Linked Data Explorer
Malcolm X : as they knew him
- ""Dangerous" describes Malcolm X for poet Sonia Sanchez, and civil rights attorney William Kunstler places him at "the cutting edge of the black struggle." For historian John Henrik Clarke he was "the brightest light we produced in the twentieth century"; to journalist Claude Lewis, "the bravest man I've ever known." Former CORE director James Farmer calls him "a champion." University professor Kathryn Gibson remembers him as "the protector." Part One of Malcolm X: As They Knew Him presents the remembrances of twenty-five men and women whose lives were dramatically touched--and in some cases radically altered--by Malcolm X. In their own words, extracted from recent interviews with David Gallen, they illuminate divers facets of Malcolm's dynamic character and career. Writer Maya Angelou, for instance, speaks of the contemplative Malcolm she knew in Africa, while newsman Mike Wallace recalls Malcolm's last daring media appearances. Alex Haley provides intimate glimpses of the private man, and Benjamin Karim shares his memories of Malcolm lecturing on the swine and teaching lessons in charity all the way from Harlem to Bridgeport, Connecticut. In the minds of those who knew him Malcolm is still vividly there: eating banana splits, quoting Shakespeare, driving his old blue Oldsmobile home to East Elmhurst, growing a beard. A man stands behind the myth. Malcolm speaks for himself in Part Two, "Getting It On the Record." He makes parables of chickens, snakes, and duck eggs with Robert Penn Warren, and in a solemn, reflective mood he shares his views on life, and death, with Claude Lewis one late December night. Included too are the Playboy interview with Alex Haley and his last television interview, with Pierre Berton in January 1965, one month before he died at the hands of assassins in Harlem's Audubon Ballroom. In Part Three, "The Man, the Myth and the Mission," six outstanding American writers, among them James Baldwin, Eldridge Cleaver, and Peter Goldman, probe the aftermath of Malcolm's assassination and define the substance of his legacy. Their essays attest to the power of the man who attempted to raise the consciousness of twenty-two million African Americans and to give them back their pride--the man who, it has been said, invented black history."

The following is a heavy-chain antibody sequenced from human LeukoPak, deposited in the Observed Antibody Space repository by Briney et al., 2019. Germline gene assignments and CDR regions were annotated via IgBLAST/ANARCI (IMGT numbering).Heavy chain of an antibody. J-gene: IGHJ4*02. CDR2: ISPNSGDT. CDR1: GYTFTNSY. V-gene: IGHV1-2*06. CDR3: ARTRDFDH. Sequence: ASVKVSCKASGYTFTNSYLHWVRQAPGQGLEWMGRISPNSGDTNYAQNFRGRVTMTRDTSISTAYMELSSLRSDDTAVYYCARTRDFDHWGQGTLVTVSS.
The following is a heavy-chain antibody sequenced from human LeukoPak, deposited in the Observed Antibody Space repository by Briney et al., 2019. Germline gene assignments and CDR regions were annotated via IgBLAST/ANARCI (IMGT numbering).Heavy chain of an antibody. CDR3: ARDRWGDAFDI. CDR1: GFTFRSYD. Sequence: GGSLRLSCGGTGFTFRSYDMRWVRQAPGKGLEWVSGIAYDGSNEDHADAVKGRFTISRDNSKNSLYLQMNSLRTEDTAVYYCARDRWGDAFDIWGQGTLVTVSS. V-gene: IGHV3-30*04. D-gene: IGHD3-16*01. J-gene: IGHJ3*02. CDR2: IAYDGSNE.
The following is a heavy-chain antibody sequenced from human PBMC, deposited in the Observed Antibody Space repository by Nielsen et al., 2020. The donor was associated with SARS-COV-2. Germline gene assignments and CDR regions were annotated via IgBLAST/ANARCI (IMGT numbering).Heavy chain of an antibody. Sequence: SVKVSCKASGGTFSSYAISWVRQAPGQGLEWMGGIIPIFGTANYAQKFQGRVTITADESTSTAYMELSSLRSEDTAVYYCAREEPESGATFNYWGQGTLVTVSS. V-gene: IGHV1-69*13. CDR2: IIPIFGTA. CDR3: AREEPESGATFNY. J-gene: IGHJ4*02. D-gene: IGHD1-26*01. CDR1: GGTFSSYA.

- "Malcolm X, as they knew him"
- "Malcolm X : as they knew him"@en
- "Malcolm X : as they knew him"
- "Malcolm X as they knew him"